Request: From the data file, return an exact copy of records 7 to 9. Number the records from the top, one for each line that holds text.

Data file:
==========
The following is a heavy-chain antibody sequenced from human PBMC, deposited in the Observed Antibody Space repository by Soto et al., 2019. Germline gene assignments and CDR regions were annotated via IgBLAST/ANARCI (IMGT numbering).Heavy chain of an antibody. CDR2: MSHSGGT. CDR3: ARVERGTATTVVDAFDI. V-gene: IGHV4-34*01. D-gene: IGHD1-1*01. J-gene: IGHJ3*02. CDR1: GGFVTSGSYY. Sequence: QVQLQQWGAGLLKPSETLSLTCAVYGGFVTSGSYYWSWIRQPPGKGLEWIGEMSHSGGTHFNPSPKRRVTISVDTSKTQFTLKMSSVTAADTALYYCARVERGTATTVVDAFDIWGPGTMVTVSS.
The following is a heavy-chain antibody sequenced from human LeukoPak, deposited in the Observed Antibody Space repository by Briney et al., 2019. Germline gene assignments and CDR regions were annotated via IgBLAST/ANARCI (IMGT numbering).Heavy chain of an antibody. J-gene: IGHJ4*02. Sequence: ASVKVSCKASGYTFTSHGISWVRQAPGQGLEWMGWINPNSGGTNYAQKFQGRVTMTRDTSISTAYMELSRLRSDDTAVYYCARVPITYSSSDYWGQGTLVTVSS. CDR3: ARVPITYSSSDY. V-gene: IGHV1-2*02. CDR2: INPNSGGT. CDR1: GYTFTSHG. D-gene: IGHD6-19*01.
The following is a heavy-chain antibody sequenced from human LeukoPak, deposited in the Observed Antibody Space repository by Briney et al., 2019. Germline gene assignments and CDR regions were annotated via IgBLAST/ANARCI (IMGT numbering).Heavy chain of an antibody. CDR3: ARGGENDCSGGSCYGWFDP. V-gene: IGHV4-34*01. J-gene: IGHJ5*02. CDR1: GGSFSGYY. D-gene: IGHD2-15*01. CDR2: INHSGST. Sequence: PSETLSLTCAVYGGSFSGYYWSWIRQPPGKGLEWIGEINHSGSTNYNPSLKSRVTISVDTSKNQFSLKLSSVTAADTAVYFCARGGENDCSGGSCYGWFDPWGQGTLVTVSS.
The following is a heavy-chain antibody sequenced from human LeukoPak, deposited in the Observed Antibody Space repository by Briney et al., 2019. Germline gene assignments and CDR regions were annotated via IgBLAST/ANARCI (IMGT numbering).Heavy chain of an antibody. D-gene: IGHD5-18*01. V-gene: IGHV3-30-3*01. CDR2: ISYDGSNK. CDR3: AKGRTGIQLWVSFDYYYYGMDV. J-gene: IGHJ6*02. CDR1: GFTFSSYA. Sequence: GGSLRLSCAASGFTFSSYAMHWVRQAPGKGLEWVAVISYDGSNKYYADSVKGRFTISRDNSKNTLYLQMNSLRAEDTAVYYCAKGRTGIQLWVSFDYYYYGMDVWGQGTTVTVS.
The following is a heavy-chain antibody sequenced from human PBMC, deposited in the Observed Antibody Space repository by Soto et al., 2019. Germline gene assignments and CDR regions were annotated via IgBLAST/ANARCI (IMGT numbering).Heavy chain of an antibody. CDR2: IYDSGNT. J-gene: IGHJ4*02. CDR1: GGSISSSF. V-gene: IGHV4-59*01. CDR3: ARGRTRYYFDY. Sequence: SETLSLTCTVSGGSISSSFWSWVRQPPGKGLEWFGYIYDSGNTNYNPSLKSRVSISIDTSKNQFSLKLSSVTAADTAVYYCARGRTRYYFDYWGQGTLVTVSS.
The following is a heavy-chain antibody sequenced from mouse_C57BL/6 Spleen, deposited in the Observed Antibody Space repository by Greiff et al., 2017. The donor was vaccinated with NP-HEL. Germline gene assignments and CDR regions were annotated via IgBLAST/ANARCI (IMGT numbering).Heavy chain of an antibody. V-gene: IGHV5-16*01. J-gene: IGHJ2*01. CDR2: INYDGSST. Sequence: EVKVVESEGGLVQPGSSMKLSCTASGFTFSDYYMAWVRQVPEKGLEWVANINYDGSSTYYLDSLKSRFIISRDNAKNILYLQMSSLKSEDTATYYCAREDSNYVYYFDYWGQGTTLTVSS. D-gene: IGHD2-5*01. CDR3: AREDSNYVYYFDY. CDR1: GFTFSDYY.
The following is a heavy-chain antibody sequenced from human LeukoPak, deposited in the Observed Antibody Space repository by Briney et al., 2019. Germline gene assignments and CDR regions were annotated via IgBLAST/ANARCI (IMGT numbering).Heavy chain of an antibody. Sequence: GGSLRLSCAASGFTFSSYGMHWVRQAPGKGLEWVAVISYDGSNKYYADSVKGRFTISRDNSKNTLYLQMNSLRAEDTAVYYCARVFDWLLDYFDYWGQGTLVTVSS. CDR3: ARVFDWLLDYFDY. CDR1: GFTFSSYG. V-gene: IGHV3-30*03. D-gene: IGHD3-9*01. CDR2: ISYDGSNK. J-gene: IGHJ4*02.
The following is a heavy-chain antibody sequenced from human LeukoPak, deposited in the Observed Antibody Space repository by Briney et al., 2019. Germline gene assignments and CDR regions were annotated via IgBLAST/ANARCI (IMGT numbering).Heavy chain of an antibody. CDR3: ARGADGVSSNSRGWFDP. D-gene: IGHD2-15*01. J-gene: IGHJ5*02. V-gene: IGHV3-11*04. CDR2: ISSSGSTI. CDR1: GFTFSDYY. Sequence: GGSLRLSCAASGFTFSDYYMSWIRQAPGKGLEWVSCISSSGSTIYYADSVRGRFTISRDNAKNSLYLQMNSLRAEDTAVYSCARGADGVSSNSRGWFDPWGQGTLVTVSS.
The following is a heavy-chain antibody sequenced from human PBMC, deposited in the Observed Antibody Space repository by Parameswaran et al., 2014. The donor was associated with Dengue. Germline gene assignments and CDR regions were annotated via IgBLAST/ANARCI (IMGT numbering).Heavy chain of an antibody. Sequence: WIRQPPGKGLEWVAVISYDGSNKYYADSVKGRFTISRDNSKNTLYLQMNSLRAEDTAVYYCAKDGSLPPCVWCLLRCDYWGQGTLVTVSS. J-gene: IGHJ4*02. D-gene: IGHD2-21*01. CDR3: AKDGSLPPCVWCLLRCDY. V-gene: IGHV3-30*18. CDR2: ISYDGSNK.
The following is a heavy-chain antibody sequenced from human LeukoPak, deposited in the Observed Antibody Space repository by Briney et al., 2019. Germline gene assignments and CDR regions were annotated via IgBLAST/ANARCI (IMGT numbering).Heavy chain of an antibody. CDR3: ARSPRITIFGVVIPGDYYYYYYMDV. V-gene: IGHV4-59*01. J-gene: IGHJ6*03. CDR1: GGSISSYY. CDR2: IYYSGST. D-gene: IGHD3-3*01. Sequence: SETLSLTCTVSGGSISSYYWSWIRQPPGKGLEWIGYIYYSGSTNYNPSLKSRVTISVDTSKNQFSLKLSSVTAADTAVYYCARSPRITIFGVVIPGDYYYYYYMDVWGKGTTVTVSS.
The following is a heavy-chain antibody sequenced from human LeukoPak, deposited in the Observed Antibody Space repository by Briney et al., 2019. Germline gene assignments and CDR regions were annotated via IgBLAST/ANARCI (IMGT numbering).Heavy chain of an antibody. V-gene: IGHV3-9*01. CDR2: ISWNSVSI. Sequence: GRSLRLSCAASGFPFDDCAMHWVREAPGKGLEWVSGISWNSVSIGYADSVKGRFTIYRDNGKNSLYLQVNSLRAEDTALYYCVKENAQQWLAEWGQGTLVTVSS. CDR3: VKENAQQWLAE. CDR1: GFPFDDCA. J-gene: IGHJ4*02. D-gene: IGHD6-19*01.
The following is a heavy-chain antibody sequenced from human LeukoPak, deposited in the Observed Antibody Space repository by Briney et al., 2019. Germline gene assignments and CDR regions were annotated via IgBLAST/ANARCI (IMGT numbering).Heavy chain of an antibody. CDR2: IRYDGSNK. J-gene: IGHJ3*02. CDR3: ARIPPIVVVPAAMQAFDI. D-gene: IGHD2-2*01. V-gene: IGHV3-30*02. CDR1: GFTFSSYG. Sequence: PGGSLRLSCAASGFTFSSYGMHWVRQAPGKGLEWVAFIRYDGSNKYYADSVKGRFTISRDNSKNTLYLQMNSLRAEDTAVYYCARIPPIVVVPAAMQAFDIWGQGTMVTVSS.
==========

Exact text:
The following is a heavy-chain antibody sequenced from human LeukoPak, deposited in the Observed Antibody Space repository by Briney et al., 2019. Germline gene assignments and CDR regions were annotated via IgBLAST/ANARCI (IMGT numbering).Heavy chain of an antibody. Sequence: GGSLRLSCAASGFTFSSYGMHWVRQAPGKGLEWVAVISYDGSNKYYADSVKGRFTISRDNSKNTLYLQMNSLRAEDTAVYYCARVFDWLLDYFDYWGQGTLVTVSS. CDR3: ARVFDWLLDYFDY. CDR1: GFTFSSYG. V-gene: IGHV3-30*03. D-gene: IGHD3-9*01. CDR2: ISYDGSNK. J-gene: IGHJ4*02.
The following is a heavy-chain antibody sequenced from human LeukoPak, deposited in the Observed Antibody Space repository by Briney et al., 2019. Germline gene assignments and CDR regions were annotated via IgBLAST/ANARCI (IMGT numbering).Heavy chain of an antibody. CDR3: ARGADGVSSNSRGWFDP. D-gene: IGHD2-15*01. J-gene: IGHJ5*02. V-gene: IGHV3-11*04. CDR2: ISSSGSTI. CDR1: GFTFSDYY. Sequence: GGSLRLSCAASGFTFSDYYMSWIRQAPGKGLEWVSCISSSGSTIYYADSVRGRFTISRDNAKNSLYLQMNSLRAEDTAVYSCARGADGVSSNSRGWFDPWGQGTLVTVSS.
The following is a heavy-chain antibody sequenced from human PBMC, deposited in the Observed Antibody Space repository by Parameswaran et al., 2014. The donor was associated with Dengue. Germline gene assignments and CDR regions were annotated via IgBLAST/ANARCI (IMGT numbering).Heavy chain of an antibody. Sequence: WIRQPPGKGLEWVAVISYDGSNKYYADSVKGRFTISRDNSKNTLYLQMNSLRAEDTAVYYCAKDGSLPPCVWCLLRCDYWGQGTLVTVSS. J-gene: IGHJ4*02. D-gene: IGHD2-21*01. CDR3: AKDGSLPPCVWCLLRCDY. V-gene: IGHV3-30*18. CDR2: ISYDGSNK.